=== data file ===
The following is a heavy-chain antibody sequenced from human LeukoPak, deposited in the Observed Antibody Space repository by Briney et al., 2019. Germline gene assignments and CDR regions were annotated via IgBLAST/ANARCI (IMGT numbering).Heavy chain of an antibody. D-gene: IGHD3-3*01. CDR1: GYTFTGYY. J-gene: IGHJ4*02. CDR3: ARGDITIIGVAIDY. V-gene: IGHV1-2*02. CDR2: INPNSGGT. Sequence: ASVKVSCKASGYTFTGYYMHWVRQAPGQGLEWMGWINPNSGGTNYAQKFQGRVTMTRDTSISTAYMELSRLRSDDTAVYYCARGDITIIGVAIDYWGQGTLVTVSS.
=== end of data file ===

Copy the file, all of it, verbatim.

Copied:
The following is a heavy-chain antibody sequenced from human LeukoPak, deposited in the Observed Antibody Space repository by Briney et al., 2019. Germline gene assignments and CDR regions were annotated via IgBLAST/ANARCI (IMGT numbering).Heavy chain of an antibody. D-gene: IGHD3-3*01. CDR1: GYTFTGYY. J-gene: IGHJ4*02. CDR3: ARGDITIIGVAIDY. V-gene: IGHV1-2*02. CDR2: INPNSGGT. Sequence: ASVKVSCKASGYTFTGYYMHWVRQAPGQGLEWMGWINPNSGGTNYAQKFQGRVTMTRDTSISTAYMELSRLRSDDTAVYYCARGDITIIGVAIDYWGQGTLVTVSS.